NBC's 'Smash,' starring Katharine McPhee, left, and Megan Hilty has been a major disappointment.
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LOS ANGELES — This winter, NBC has learned the hard way just how fleeting victory can be.
The network had its best fall in years. The new prime-time lineup got a welcome push from the Summer Olympics in London. The post-apocalyptic drama Revolution was a surprise hit after The Voice, the singing contest that has turned into NBC’s main entertainment draw. NFL games reigned supreme on Sundays. Mired in fourth place for years, NBC suddenly found itself No. 1 — a position it hadn’t regularly seen in nearly a decade.
Entertainment chief Bob Greenblatt, a former producer and Showtime boss hailed as the mastermind of NBC’s turnaround, was confident enough to take a swipe at a rival network chief during a presentation to reporters last month. He exulted that in reengineering NBC, he was following the old mantra of 1980s programming legend Grant Tinker: “First, be best; then, be first.”
And then, as these winter weeks have dragged on, the victory pedestal has come crashing down.
The Broadway drama Smash — Greenblatt’s pet project — bombed on its return, with low ratings that shocked even TV veterans. The medical thriller Do No Harm posted the worst numbers ever for a new network drama. Football is gone until fall, and The Voice and Revolution won’t be back until next month.
Even 30 Rock — the sitcom that drew critical raves but not high ratings — wrapped up its run.
Things have sunk so low that for the first time ever, NBC finished the February “sweeps” period — which local stations use to help determine ad rates — in fifth place, behind CBS, Fox, ABC, and Spanish-language Univision. Its top-rated entertainment show is The Biggest Loser — at No. 35.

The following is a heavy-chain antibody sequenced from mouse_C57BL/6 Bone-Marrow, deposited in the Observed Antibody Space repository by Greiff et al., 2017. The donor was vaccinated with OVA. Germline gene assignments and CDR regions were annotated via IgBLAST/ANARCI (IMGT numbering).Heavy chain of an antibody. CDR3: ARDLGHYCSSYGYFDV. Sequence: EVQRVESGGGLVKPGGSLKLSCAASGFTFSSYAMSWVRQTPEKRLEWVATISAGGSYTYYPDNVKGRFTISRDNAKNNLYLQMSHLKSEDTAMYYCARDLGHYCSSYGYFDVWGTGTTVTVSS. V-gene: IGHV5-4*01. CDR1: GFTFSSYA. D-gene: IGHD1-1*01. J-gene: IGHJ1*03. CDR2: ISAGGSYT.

“I hate to say it, but they’re in trouble,” said Gary Carr, senior vice president at the media agency TargetCast. “Nothing’s really held. Go night by night, and they don’t really have anything” that’s performing well.
What’s more, he added, “they don’t seem to have a whole lot of great shows coming down the line.”
The situation casts a dark cloud over the tenure of Greenblatt, who was brought aboard two years ago by the network’s parent, the cable giant Comcast. His stewardship of Showtime had led to a number of shows that drew critical praise and pop-culture buzz, including Weeds, a dark comedy about a pot-dealing mom, and Dexter, about a vigilante serial killer.
Although few TV veterans believe Greenblatt’s job is in imminent jeopardy, his future will likely depend on the programs he develops for this fall. NBC has ordered 11 drama and 17 comedy pilots — a higher total than any other network — in a sign that it’s ramping up efforts to find new hits. By comparison, CBS, the most-watched network, has ordered 24 pilots — evenly divided between drama and comedy — with network boss Leslie Moonves already indicating that very few of those will make it to the schedule presented to advertisers in May. NBC, however, is likely to have far more holes in its schedule that need to be plugged with new material.
NBC executives declined to comment on the record for this story.
In fairness, no broadcaster has been on a tear this season. The fall lineups have yet to produce any runaway hits, and every network except CBS is down among total viewers compared with last year. Fox has shrunk a whopping 23 percent, due largely to poorer-than-expected showings for its singing shows The X Factor and American Idol.
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